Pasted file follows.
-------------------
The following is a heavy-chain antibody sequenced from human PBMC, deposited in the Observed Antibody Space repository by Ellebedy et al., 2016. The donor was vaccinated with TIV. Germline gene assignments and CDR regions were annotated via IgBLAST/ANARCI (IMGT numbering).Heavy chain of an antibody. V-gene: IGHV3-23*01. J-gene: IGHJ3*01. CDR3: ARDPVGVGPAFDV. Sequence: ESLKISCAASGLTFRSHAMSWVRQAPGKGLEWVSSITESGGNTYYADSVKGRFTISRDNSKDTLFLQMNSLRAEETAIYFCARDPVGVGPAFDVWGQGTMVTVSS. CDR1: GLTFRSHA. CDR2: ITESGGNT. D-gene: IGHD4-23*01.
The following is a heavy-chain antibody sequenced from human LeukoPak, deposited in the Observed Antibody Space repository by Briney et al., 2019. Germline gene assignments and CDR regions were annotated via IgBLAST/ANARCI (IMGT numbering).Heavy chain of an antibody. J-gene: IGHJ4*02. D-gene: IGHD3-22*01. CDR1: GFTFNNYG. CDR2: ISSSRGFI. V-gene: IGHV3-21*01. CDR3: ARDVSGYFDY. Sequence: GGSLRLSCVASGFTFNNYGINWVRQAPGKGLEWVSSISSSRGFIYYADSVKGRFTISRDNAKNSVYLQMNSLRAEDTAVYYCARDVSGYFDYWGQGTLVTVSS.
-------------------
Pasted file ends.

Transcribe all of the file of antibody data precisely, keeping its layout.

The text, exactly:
The following is a heavy-chain antibody sequenced from human PBMC, deposited in the Observed Antibody Space repository by Ellebedy et al., 2016. The donor was vaccinated with TIV. Germline gene assignments and CDR regions were annotated via IgBLAST/ANARCI (IMGT numbering).Heavy chain of an antibody. V-gene: IGHV3-23*01. J-gene: IGHJ3*01. CDR3: ARDPVGVGPAFDV. Sequence: ESLKISCAASGLTFRSHAMSWVRQAPGKGLEWVSSITESGGNTYYADSVKGRFTISRDNSKDTLFLQMNSLRAEETAIYFCARDPVGVGPAFDVWGQGTMVTVSS. CDR1: GLTFRSHA. CDR2: ITESGGNT. D-gene: IGHD4-23*01.
The following is a heavy-chain antibody sequenced from human LeukoPak, deposited in the Observed Antibody Space repository by Briney et al., 2019. Germline gene assignments and CDR regions were annotated via IgBLAST/ANARCI (IMGT numbering).Heavy chain of an antibody. J-gene: IGHJ4*02. D-gene: IGHD3-22*01. CDR1: GFTFNNYG. CDR2: ISSSRGFI. V-gene: IGHV3-21*01. CDR3: ARDVSGYFDY. Sequence: GGSLRLSCVASGFTFNNYGINWVRQAPGKGLEWVSSISSSRGFIYYADSVKGRFTISRDNAKNSVYLQMNSLRAEDTAVYYCARDVSGYFDYWGQGTLVTVSS.